From Letter 4:
… But everything that may someday be possible for many people, the solitary man can now, already, prepare and build with his own hands, which make fewer mistakes.Therefore, dear Sir, love your solitude and try to sing out with the pain it causes you. For those who are near you are far away, you write, and this shows that the space around you is beginning to grow vast. And if what is near you is far away, then your vastness is already among the stars and is very great; be happy about your growth, in which of course you can’t take anyone with you, and be gentle with those who stay behind;be confident and calm in front of them and don’t torment them with your doubts and don’t frighten them with your faith or joy, which they wouldn’t be able to comprehend. Seek out some simple and true feeling of what you have in common with them, which doesn’t necessarily have to alter when you yourself change again and again; when you see them, love life in a form that is not your own and be indulgent toward those who are growing old, who are afraid of the aloneness that you trust. Avoid providing material for the drama, that is always stretched tight between parent and children; it uses up much of the children’s strength and wastes the love of the elders, which acts and warms even if it doesn’t comprehend Don’t ask for any advice from them and don’t expect any understanding; but believe in a love that is being stored up for you like an inheritance, and have faith that in this love there is a strength and a blessing so large that you can travel as far as you wish without having to step outside it.”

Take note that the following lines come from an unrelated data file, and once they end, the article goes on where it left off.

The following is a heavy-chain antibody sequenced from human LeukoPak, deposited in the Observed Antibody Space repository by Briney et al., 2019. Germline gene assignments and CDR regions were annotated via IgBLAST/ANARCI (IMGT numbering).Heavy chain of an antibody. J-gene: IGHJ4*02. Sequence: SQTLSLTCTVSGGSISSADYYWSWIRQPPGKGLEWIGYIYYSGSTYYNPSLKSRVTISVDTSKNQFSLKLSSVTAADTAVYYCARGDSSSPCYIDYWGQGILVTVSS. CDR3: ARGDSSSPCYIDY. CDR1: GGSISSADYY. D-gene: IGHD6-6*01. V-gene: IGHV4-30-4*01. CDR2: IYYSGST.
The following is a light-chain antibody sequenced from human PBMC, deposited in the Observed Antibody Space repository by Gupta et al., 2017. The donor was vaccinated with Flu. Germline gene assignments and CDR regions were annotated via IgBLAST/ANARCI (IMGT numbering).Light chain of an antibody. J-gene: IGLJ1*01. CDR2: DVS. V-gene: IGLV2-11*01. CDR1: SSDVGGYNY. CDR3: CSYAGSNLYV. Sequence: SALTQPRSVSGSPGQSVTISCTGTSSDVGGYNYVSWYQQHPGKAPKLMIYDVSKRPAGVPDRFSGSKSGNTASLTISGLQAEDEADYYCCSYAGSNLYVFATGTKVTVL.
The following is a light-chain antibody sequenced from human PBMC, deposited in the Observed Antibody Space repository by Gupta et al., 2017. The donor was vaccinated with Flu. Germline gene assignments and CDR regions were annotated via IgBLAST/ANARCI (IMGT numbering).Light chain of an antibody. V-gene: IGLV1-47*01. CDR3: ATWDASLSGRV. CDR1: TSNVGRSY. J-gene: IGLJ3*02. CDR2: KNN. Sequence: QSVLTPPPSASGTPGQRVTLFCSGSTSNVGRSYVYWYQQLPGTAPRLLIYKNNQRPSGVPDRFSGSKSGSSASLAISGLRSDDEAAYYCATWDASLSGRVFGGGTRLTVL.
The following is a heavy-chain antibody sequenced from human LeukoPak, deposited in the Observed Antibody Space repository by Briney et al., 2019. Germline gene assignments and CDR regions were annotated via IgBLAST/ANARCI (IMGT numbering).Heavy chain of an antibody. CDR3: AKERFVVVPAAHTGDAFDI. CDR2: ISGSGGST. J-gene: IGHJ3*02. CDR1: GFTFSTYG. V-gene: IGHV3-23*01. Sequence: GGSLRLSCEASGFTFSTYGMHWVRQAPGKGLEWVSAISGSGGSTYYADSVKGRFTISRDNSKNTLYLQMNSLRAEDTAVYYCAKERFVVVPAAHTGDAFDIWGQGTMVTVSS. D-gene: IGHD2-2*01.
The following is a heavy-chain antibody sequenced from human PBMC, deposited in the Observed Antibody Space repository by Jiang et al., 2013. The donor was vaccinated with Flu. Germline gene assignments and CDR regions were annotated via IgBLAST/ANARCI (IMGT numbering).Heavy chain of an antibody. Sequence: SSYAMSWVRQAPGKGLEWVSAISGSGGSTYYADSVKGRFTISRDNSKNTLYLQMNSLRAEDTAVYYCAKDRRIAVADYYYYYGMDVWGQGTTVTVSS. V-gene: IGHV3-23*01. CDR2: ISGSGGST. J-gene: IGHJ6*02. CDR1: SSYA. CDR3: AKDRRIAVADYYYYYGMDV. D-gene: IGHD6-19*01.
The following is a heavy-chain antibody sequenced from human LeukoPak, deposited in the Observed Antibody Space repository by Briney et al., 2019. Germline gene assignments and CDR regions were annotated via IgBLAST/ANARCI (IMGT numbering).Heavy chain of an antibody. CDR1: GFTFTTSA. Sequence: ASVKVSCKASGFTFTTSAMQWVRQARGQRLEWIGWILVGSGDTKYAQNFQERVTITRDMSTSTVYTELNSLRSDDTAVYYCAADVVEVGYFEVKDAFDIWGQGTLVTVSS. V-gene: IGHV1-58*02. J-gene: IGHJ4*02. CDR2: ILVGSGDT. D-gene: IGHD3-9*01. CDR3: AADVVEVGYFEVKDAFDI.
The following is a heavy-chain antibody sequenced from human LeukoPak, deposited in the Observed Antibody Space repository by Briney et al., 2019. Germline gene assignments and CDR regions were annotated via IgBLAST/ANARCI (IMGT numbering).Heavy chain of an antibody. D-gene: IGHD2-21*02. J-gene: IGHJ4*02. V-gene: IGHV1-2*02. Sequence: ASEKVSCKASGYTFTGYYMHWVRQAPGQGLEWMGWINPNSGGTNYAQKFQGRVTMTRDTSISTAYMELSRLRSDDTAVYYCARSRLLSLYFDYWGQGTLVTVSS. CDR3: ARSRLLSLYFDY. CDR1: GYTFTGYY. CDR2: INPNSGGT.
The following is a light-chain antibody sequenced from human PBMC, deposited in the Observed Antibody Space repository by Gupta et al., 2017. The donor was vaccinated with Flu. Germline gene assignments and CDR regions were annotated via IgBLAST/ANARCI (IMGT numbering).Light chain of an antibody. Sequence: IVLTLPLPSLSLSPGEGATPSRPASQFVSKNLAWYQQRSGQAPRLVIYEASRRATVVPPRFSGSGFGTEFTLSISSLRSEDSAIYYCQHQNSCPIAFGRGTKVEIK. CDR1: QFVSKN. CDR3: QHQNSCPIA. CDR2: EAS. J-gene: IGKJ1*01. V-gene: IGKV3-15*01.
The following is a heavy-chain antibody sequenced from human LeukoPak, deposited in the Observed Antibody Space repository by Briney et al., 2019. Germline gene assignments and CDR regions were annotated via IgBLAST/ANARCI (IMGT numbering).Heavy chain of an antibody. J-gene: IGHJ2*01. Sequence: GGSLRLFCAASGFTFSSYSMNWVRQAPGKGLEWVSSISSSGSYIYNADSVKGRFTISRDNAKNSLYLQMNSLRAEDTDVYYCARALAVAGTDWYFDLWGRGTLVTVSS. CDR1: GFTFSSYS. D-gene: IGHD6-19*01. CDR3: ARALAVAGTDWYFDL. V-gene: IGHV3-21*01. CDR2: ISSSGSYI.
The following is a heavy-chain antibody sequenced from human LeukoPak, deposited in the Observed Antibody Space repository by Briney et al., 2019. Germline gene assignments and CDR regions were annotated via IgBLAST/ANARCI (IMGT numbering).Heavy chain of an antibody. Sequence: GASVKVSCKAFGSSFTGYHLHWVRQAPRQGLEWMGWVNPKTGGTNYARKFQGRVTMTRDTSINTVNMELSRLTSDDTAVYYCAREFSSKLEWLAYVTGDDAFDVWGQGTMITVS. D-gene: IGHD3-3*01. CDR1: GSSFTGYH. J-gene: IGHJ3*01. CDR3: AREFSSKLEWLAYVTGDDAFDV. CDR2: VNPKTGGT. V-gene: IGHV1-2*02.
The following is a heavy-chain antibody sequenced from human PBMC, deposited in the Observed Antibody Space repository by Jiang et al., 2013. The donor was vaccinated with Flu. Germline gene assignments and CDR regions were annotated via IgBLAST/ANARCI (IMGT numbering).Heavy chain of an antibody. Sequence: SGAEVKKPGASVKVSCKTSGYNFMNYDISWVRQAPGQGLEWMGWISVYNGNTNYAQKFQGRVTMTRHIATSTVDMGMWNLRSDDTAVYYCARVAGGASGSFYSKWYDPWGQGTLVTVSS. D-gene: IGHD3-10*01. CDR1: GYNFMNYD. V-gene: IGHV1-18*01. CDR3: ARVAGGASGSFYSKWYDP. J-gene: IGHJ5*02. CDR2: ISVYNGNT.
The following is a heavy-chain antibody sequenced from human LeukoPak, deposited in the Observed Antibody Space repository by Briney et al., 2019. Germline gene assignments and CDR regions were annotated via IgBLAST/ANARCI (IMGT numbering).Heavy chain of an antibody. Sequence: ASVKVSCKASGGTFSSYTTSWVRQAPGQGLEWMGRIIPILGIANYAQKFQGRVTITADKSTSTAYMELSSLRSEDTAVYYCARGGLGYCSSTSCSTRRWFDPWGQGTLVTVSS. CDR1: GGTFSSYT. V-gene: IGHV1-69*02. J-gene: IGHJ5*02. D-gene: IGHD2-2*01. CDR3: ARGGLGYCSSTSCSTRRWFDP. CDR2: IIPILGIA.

by Rainer Maria Rilke
I found Rilke’s letters published on-line here. Again, this selection is from Letter 4. As deeply as many of you were touched by Frida’s piece, I wanted to encourage you to keep faith in love, as jaded and as solitary as some of us may feel. To believe in a love that is being stored up for you like an inheritance…
I may not be able to bring you each Frida’s proverbial cup of coffee, but I can bring you poetry, and, from time to time, maybe even a little hope. Thanks for continuing to read and for being patient with the intermittent posts. The new year should bring more frequent scheduled postings. Much love, Christy
5 thoughts on “From “Letters To A Young Poet” by Rainer Maria Rilke”
Rilke spoke from the heart, and I think his words hold despite his own flaws.
I love this exquisitely chosen gift of words Which brightens up my life outrageously!
Thank you for every word!
Sent from my iPad
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Awww you just made my day. 😊 Thank you for every word of your very sweet and very appreciated comment. Much love to you M!
Soooo good – such kind words at the end, too.
There is no patience required for your intermittent posting – I am an intermittent reader. When I come here, i always find exactly what I need exactly when I need it ❤️
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